Thursday, September 29, 2016

"Hyperactive" by Thomas Dolby

Song#:  1803
Date:  02/25/1984
Debut:   88
Peak:  62
Weeks:  7
Genre:  Synthpop, New Wave

Pop Bits:  Electronic music whiz Dolby grabbed a hit with his quirky tune "She Blinded Me with Science" (#5). Taken from his 1982 LP The Golden Age of Wireless, Dolby now had the daunting task of trying to follow-up that distinct single. His attempt at it resulted in this song from his next album The Flat Earth. Unfortunately, folks didn't latch on to this single like they did "Science" and it stopped short of the top half of the Pop chart. It didn't do much better at Dance (#37) or Rock (#39). Boosted by solid reviews, the album made it to #35, but then faded quickly. Dolby would never hit the Pop singles chart again, however his next LP Aliens Ate My Buick would make a brief appearance on the Album chart at #70. Although his time in the pop spotlight was short, Dolby has had success with other ventures such as soundtracks, online gaming, heading up two digital/technical media companies, and even being the musical director of all the TED conferences since 2001.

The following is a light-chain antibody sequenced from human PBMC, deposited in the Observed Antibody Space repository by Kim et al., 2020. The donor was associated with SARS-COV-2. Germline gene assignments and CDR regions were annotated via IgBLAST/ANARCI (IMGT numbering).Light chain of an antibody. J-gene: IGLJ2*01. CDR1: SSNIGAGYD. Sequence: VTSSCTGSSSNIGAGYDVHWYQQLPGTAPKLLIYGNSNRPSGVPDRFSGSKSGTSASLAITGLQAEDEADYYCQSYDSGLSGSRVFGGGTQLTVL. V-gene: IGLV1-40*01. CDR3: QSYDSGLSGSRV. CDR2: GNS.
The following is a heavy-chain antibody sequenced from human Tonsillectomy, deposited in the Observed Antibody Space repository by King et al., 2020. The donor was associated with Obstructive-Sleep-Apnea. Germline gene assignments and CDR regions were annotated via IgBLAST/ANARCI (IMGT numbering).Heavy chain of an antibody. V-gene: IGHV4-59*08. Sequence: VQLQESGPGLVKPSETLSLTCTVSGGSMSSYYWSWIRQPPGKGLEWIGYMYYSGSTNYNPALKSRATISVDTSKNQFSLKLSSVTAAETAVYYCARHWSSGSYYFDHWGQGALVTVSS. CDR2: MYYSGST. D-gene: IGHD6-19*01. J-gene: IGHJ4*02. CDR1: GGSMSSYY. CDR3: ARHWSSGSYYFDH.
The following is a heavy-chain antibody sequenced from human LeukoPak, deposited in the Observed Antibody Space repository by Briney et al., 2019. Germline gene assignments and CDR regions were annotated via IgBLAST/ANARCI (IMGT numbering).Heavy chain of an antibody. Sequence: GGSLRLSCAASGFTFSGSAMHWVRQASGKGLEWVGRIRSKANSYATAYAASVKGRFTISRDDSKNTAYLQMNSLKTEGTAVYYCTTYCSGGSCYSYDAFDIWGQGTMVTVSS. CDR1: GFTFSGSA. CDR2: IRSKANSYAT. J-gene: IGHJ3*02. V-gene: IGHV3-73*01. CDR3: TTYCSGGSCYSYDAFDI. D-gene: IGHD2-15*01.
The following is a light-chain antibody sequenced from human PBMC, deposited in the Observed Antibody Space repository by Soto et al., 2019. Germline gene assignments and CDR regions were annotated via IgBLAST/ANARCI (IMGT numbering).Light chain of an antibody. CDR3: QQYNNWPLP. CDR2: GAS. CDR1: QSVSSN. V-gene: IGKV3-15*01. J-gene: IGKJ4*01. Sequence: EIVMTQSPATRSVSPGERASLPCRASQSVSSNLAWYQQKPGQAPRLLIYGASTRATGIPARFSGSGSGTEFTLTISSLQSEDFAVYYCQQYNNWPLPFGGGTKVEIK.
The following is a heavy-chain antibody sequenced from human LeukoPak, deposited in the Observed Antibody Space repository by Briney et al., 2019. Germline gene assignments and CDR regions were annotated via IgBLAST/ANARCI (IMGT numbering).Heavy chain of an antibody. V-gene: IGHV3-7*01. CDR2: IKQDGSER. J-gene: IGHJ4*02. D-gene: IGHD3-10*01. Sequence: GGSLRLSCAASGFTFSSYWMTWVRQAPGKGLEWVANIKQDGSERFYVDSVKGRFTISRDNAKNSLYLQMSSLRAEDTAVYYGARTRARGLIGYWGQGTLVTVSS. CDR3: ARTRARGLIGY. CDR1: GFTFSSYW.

ReduxReview:  I've mentioned before in previous posts that trying to follow-up distinct, near-novelty hits is painfully difficult. However, I thought Dolby was going to do it with this song. It has a quirkiness that is in the same vein as "Science," yet it was different enough to not be considered just a rehash of "Science." Although the tempo reflects the title, it may have just been too intense of a pace for some folks, especially at Dance. I absolutely loved it and was hoping the song would score, but sadly it stalled before it could really catch on. The song is crazy, loaded with effects, exciting, very 80s, and is brilliantly produced. In other words, it was right up my ally.

ReduxRating:  8/10

Trivia:  Double Shot!  1) In addition to his own solo work, Dolby also assembled a side project with other musicians called Dolby's Cube. The studio-only "band" would release a few singles including two charting effort,s 1983's "Get Out of My Mix" (#80 UK) and 1985's "May the Cube Be with You" (#82 UK). Dolby also used the moniker when writing music for the notorious 1986 box office bomb Howard the Duck. The title song was written by Dolby and George Clinton and performed in conjunction with the movie's fictional band, Cherry Bomb. Dolby also made a cameo in the film as a rock club bartender.  2) Dolby originally wrote this for Michael Jackson. After meeting Jackson in 1982, Dolby set out to write a song for the artist. He came up with this tune and submitted to Jackson. Unfortunately, he never heard back from Jackson's camp so Dolby decided to record the song himself.


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